Course Meeting Times
Lectures: 2 sessions / week, 1.5 hours / session
Screenings/Labs: 1 session / week, 2 hours / session
Recitations: 1 session / week, 1 hour / session
Introduction to Media Studies is designed for students who have grown up in a rapidly changing global multimedia environment and want to become more literate and critical consumers and producers of culture. Through an interdisciplinary comparative and historical lens, the course defines “media” broadly as including oral, print, theatrical, photographic, broadcast, cinematic, and digital cultural forms and practices. The course looks at the nature of mediated communication, the functions of media, the history of transformations in media and the institutions that help define media’s place in society.
Over the course of the semester we will explore different theoretical perspectives on the role and power of media in society in influencing our social values, political beliefs, identities and behaviors. Students will also have the opportunity to analyze specific media texts (such as films and television shows) and explore the meaning of the changes that occur when a particular narrative is adapted from print to visual forms in different time periods. We will look at the ways in which the dynamics of class, gender, generation and race influence both the production and reception of media. To offer different perspectives on media, several guest speakers from the MIT faculty will also present lectures. Through the readings, lectures, and discussions as well as their own writing and oral presentations, students will have multiple opportunities to engage with critical debates in the field as well as explore the role of media in their own lives.
21L.015 meets every Monday and Wednesday for 1.5 hours. On Monday evening, there is a mandatory lab/screening/discussion section for 3 hours. Screenings take place for 2 hours, and discussion sections meet, for 1 hour. After our 1.5 hours - lecture #3, we begin with an extended discussion section for 2.5 hours. A handout on section assignments (number) will be distributed during lecture #3. These assignments may differ from those students already have from the registrar. Screenings begin on the evening of lecture #5.
Attendance and Participation
Attendance and participation in class and section are very important and count for 15% of your grade. Since our class functions as a learning community, it is essential that you attend class faithfully and participate regularly. If you have more than three absences, it will affect your final grade. Three latenesses (more than ten minutes) count as an absence. If you are absent because of a personal or medical emergency, please contact the instructor or your section leader (or have a dean contact us) as soon as possible and set up a plan for the completion of missed course work.
In the event that you miss a class or section, it is your responsibility to contact another student in the course or section to review the material covered.
Written and Oral Assignments
21L.015 is a Communication-Intensive (CI) course; writing and speaking are critical parts of the class. Essay assignments and shorter writing exercises enable students to make connections between the lectures, readings, screenings, discussion sections and their own lives. Over the course of the semester, we will stress strategies for effective writing and oral presentations in the humanities and social sciences. By the end of the semester you will have completed 25-30 pages of writing and three oral presentations. In addition, you will have the opportunity to practice the craft of revision in the preparation of your last essay.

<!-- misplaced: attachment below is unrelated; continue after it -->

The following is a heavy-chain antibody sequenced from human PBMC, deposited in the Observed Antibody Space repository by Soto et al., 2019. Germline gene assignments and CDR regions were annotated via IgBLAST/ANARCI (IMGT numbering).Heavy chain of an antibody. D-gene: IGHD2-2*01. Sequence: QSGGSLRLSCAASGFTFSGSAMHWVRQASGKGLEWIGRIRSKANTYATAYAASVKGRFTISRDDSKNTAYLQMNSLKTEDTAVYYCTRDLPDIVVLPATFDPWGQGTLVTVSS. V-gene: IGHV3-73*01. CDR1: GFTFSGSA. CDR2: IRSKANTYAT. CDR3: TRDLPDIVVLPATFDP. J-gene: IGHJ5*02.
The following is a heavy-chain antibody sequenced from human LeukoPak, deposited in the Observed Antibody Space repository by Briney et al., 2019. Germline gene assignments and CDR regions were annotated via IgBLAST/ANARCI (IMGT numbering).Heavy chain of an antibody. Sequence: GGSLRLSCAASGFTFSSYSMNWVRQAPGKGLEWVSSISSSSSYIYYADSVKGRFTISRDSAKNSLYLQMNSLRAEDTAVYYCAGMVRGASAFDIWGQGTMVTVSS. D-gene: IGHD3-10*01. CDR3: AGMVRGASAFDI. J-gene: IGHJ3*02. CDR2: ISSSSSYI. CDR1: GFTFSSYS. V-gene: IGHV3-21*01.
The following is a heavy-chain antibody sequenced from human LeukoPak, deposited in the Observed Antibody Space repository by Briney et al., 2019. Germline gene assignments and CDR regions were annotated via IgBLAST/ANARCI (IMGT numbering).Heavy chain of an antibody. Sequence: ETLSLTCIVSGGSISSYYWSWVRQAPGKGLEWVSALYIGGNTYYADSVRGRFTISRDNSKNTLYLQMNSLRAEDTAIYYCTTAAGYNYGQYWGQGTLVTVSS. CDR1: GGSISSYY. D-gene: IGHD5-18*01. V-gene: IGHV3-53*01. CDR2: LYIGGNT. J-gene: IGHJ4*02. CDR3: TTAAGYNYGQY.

It is very important that assignments (written and oral) be submitted or presented on or by their due dates; late submission or presentation of work may result in a lowered final grade. In the event of personal or medical emergency, please contact (or a have a dean contact) the instructor and your section leader as soon as possible.
At the end of the course you will be graded on your four essays, short writing exercises, oral presentations and general class and section attendance/participation.
|TYPE OF ASSIGNMENT||% OF FINAL COURSE GRADE|
|Essays 1-3; Short Writing Exercises||50|
|Final Research Essay||25|
|Final Oral Presentations||10|
The use of another’s intellectual work without acknowledgement is a serious offense. It is the policy of the Literature Faculty that students who plagiarize will receive an F in the subject, and that the instructor will forward the case to the Committee on Discipline. Full acknowledgement for all information obtained from sources outside the classroom must be clearly stated in all written work submitted. All ideas, arguments, and direct phrasings taken from someone else’s work must be identified and properly footnoted. Quotations from other sources must be clearly marked as distinct from the student’s own work. For further guidance on the proper forms of attribution consult the style guides available in the Writing and Communication Center. You may visit their website.
The Writing and Communication Center offers consultations on student writing. We encourage you to visit the Writing Center at any point in the writing process: prewriting, drafting or revising a piece of writing. The Writing Center also offers consultations on oral presentations. You may visit their website.
The MIT Communications Forum often sponsors talks and conferences relevant to the subject matter of this course. Leading film and media scholars are frequent participants in Forum events. The Forum’s website is an archive on which you may wish to draw for your essays, oral presentations and class discussions.